Liz Looks at: A Real Correction

By: Liz Young Thomas · February 24, 2022 · Reading Time: 5 minutes

99 Problems

I went on vacation, and so much happened in markets that I feel like I’ve been gone for six months. As of close on Feb 22, the S&P 500 officially crossed into correction territory (drawdown of 10% or more) since its most recent high on Jan 3. That’s the first technical correction since the pandemic fall of March 2020.

Let’s take a minute to look at the new obstacles in our path, review the existing ones, and make sense of how we got here. I know listing off all 99 of our problems doesn’t sound uplifting, but it might help to put them in bite-size pieces so the view isn’t so overwhelmingly negative.

Cleanin’ Out My Closet

The newest obstacle to clean out, and the most popular headline, is the quaking geopolitical landscape between Russia and Ukraine. The sheer size of these two countries by population, land mass, and influence over the world’s energy supply makes the situation feel more dire. Especially at a time when oil prices have already raised some eyebrows (see my column from Feb 10, “The Betting Line on Oil”).

The aggressive stance Russia appears to be poised for makes this even more anxiety-inducing as we hear the word “war” floating around. Market anxiety can be found in the outflows from broad risk-on ETFs such as SPY (S&P 500), QQQ (Nasdaq 100), and IWM (Russell 2000), and the fact that the U.S. yield curve has flattened tremendously. The spread between 2-year Treasuries and 10-year Treasuries is down to 36 basis points — its lowest level since spring 2020.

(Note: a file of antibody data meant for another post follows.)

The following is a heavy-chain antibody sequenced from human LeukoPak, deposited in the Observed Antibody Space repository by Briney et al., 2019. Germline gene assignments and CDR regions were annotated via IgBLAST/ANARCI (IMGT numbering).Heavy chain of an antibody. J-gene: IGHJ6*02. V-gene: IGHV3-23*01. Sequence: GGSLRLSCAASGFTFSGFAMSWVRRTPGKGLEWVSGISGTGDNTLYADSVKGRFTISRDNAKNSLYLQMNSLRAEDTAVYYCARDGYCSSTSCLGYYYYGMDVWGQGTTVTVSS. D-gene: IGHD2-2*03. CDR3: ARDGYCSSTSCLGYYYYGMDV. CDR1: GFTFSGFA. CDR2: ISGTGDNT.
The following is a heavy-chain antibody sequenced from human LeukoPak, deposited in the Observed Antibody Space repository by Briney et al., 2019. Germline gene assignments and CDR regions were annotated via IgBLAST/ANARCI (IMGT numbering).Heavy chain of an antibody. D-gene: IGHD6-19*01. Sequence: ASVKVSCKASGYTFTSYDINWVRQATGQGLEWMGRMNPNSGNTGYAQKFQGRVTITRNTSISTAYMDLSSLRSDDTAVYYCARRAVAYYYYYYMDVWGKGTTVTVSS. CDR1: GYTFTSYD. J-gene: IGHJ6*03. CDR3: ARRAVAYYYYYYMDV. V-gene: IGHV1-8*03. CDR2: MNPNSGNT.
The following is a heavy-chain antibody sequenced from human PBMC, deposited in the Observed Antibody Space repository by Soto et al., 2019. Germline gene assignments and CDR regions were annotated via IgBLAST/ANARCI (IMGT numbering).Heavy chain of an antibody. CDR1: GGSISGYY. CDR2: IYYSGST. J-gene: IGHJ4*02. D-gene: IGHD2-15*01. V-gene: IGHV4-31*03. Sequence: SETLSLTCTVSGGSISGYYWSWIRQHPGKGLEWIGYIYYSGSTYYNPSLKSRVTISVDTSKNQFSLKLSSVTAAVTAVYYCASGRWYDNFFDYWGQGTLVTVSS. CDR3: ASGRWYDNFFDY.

At this point, the conflict between Russia and Ukraine is still escalating, which runs the risk of more widespread instability — particularly if other nations take military action and the West imposes debilitating economic sanctions. That would continue rippling through risk markets, commodities markets, and threaten growth both here and abroad.

There’s also a chance that a negotiated outcome can be reached and the pain is contained to the short-term. Risk-off sentiment is already affecting U.S. markets, but this outcome would offer the prospect of relief. A strongly unified West gives this outcome a better chance and is the one I think we’re all hoping for.

The silver lining to this is that following spikes in global policy uncertainty, stock markets have seen increasingly positive results 3-, 6-, and 12-months after the spike. All the more reason not to let fear take over and sell into a downturn.

Hot In Here

Still humming in the background are hot inflation prints (both on consumer prices and producer prices), and a Fed meeting that is now looming large as we approach March.

A statement that seemed outrageous and absurd last fall now seems much more plausible: “the first hike could be 50 basis points.”

If the big risk here is that the Fed has lost control of inflation, maybe taking a bigger hammer to it at the start is a way to control that narrative. After all, markets trade on narratives more often than not. But the flattening yield curve and increasing fear from geopolitical conflict likely reduces this chance for now.

Either way, this March meeting is perhaps the most important message we’ll hear from the Fed since March 2020. I’m expecting, like most highly anticipated events, that the anticipation will be worse torture than the actual message.

Until that point though, I anticipate the whipsaw in growth stocks to continue, and will sit on the Nasdaq sidelines until we are decently past the first hike.

The Next Episode

We are now squarely in the next episode of this economic cycle. This episode is full of tests, re-tests, and re-ratings. We’re trying to strike a balance between letting things heat up, but not catch fire. This is a time when investors earn their chops. There is so much to learn in periods when surprises come fast and furious. We may have 99 problems, but boredom ain’t one.


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